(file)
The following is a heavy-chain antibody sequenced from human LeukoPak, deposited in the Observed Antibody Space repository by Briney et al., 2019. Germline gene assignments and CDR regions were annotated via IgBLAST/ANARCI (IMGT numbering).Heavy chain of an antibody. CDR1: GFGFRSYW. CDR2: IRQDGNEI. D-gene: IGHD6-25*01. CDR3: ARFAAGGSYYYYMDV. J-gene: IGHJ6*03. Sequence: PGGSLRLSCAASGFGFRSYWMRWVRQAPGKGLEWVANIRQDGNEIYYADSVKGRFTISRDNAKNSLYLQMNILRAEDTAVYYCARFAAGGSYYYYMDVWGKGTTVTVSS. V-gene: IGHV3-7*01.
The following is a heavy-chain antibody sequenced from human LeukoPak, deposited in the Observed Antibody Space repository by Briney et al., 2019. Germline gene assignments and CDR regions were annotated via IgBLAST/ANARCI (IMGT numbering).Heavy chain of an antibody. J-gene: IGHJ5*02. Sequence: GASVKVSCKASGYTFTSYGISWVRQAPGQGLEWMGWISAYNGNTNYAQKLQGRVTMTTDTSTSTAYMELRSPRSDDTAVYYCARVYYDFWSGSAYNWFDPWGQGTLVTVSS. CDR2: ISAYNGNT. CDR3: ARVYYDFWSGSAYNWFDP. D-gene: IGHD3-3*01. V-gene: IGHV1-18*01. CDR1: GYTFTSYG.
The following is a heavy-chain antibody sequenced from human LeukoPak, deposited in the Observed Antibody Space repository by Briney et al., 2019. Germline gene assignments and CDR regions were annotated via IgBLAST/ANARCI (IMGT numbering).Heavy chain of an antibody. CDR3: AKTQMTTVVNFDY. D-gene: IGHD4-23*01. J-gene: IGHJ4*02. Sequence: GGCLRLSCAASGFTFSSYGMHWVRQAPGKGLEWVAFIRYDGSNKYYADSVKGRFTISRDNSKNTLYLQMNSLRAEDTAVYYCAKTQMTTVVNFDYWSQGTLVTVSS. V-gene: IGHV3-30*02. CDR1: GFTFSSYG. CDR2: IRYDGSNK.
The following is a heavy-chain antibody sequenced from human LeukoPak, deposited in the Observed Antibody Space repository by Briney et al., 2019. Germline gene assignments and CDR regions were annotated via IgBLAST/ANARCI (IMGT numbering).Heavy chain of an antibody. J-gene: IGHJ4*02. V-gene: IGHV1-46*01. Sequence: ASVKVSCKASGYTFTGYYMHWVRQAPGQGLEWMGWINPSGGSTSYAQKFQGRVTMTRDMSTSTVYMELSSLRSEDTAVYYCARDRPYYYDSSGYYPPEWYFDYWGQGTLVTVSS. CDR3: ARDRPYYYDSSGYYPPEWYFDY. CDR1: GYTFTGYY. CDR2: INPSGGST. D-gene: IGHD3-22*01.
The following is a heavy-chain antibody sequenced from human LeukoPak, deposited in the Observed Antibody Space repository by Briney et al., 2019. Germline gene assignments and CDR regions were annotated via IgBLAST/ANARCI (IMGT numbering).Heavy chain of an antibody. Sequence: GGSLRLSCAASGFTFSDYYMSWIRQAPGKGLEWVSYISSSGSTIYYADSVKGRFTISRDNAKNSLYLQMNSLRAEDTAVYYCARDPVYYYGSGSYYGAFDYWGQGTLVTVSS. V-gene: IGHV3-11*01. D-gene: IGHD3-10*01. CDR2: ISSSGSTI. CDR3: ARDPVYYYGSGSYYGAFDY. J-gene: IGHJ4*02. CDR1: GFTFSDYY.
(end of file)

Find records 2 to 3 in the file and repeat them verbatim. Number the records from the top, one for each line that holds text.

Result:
The following is a heavy-chain antibody sequenced from human LeukoPak, deposited in the Observed Antibody Space repository by Briney et al., 2019. Germline gene assignments and CDR regions were annotated via IgBLAST/ANARCI (IMGT numbering).Heavy chain of an antibody. J-gene: IGHJ5*02. Sequence: GASVKVSCKASGYTFTSYGISWVRQAPGQGLEWMGWISAYNGNTNYAQKLQGRVTMTTDTSTSTAYMELRSPRSDDTAVYYCARVYYDFWSGSAYNWFDPWGQGTLVTVSS. CDR2: ISAYNGNT. CDR3: ARVYYDFWSGSAYNWFDP. D-gene: IGHD3-3*01. V-gene: IGHV1-18*01. CDR1: GYTFTSYG.
The following is a heavy-chain antibody sequenced from human LeukoPak, deposited in the Observed Antibody Space repository by Briney et al., 2019. Germline gene assignments and CDR regions were annotated via IgBLAST/ANARCI (IMGT numbering).Heavy chain of an antibody. CDR3: AKTQMTTVVNFDY. D-gene: IGHD4-23*01. J-gene: IGHJ4*02. Sequence: GGCLRLSCAASGFTFSSYGMHWVRQAPGKGLEWVAFIRYDGSNKYYADSVKGRFTISRDNSKNTLYLQMNSLRAEDTAVYYCAKTQMTTVVNFDYWSQGTLVTVSS. V-gene: IGHV3-30*02. CDR1: GFTFSSYG. CDR2: IRYDGSNK.